While the Cuban villagers and farmers in the highlands retained the old Spanish flavored forms like the punto and decima, the Cubans of the cities gradually developed their own polite society and while also drawing on Spanish roots, reacted to the new forms appearing in Spain and in other Spanish colonies. During the 19th Century from within the musical ambiance in Europe which included the waltz, polka, mazurka and schottische, Cuban polite society, like that in Puerto Rico evolved their own particular dance form, the danza. Drawn from an older popular Spanish dance called the Contradanza, the Cuban and Puerto Rican danza was at once a polite social dance rhythm and yet showed the unmistakable tinge of something new, in fact something African. In this way the Cuban-Spanish danza was; like ragtime in the United States, particularly in the refined notated piano version which many came to know; a musical step towards the recognition of the growing African culture which was making itself felt all around.
From the danza came a new popular social dance, the danzon. This was popular from the end of the 19th century and into the 1930s when it was gradually replaced by newer Afro Cuban forms. It was the formal social dance music of the upper classes in Cuba for many years. Based on the rhythm of the danza but with more pronounced African elements incorporated, the music was played by a small salon orchestra of mixed strings and winds with the addition of a pair of timpani, or kettledrums, without pedals. The danzon soon caught on all over Latin America. Aaron Copland's famous composition, El Salon Mexico, is based on the danzon and is based on his recollection of attending a dance hall in Mexico City during the 1920s, at which everyone was dancing the Cuban danzon.
Whether these forms represented a conscious taming of the African elements encountered or were simply the extreme limits to which the current tradition could be taken in the direction of a musical heritage which was so different in its principles from the European is impossible to say. Most likely both things were true and the evolution of the danza simply represented a natural process of acculturation. What is significant is that in Cuba this new step, occurring probably about the same time that the African drum ensembles in Cuba were beginning to adapt Spanish melodic types and singing patterns into their music, was the beginning of a process from which evolved many of the most popular dance forms of all of Latin America and in fact of the world for many, many years.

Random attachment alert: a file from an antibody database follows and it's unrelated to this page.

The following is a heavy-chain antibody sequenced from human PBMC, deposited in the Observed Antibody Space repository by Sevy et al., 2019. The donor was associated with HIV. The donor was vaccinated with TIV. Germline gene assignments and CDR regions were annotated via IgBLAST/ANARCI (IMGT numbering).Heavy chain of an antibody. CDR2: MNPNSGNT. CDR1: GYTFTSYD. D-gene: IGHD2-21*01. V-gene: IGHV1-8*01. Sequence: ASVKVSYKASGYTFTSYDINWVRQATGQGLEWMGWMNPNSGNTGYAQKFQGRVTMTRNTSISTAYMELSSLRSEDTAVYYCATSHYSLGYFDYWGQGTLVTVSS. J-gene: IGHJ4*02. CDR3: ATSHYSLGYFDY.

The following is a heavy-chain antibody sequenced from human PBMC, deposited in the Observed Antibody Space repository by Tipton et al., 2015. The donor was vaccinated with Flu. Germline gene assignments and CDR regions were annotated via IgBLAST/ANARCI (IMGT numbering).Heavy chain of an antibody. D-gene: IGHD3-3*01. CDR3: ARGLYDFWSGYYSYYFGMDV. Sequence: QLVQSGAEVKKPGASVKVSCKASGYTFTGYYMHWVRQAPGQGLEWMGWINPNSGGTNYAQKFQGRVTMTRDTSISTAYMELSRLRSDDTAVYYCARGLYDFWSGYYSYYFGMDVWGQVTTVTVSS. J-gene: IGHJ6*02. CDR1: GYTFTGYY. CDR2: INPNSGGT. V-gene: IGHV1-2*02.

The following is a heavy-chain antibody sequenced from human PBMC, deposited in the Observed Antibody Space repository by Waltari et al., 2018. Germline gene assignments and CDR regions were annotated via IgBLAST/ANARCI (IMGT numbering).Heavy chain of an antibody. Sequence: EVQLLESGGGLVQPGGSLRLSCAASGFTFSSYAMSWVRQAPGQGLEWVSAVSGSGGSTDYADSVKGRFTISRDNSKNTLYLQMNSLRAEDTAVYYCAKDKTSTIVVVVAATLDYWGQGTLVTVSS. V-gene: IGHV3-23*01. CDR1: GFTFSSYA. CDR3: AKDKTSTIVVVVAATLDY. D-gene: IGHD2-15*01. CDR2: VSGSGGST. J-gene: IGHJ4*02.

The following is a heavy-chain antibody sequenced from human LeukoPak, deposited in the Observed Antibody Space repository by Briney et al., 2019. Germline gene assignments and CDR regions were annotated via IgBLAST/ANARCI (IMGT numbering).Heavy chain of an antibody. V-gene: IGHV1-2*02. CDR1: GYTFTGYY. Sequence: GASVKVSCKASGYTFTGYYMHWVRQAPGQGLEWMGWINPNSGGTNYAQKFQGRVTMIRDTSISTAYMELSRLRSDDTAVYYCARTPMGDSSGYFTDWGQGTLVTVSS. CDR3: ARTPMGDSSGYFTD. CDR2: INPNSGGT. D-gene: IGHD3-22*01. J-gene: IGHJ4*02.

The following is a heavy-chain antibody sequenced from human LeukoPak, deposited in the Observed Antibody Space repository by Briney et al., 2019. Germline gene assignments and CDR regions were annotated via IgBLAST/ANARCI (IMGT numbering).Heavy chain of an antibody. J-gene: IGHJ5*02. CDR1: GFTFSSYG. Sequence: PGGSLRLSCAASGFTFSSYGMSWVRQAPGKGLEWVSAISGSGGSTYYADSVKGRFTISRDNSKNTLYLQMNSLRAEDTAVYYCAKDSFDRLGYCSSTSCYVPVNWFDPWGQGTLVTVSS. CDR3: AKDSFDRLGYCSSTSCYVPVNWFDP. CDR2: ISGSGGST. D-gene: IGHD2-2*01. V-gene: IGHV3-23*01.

It is in the creation of a body of new forms, based in part on Spanish song types with the addition of African rhythms in which the uniqueness of Cuban music lies. One of the fundamental rhythmic pattern of Cuban music is the 'rumba'. One of earliest known manifestations of the 'rumba' pattern was found among Afro Cubans playing of drum patterns beaten out on wooden boxes. This ensemble eventually added the guitar and a few other instruments and the dance form known as the rumba came into being.
Small street bands called comparsas consisted of a group of musicians singing in Spanish and playing on drums of the conga drum type as they walked or marched or danced through the streets of cities like Havana. From these comparsas grew an entire range of Cuban bands which mixed elements of Spanish melody and harmony with African rhythmic patterns which in turn began to influence the development of Cuban melody and harmony as well. The comparsas repertoire consisted primarily of two song/dance types, the guaguanco which blended with the rumba to become one the most important and most influential dance types of Cuban music, known as the rumba-guaguanco or usually just as rumba. The other form was a kind of marching or processional music called the 'conga' which became an important dance type of its own.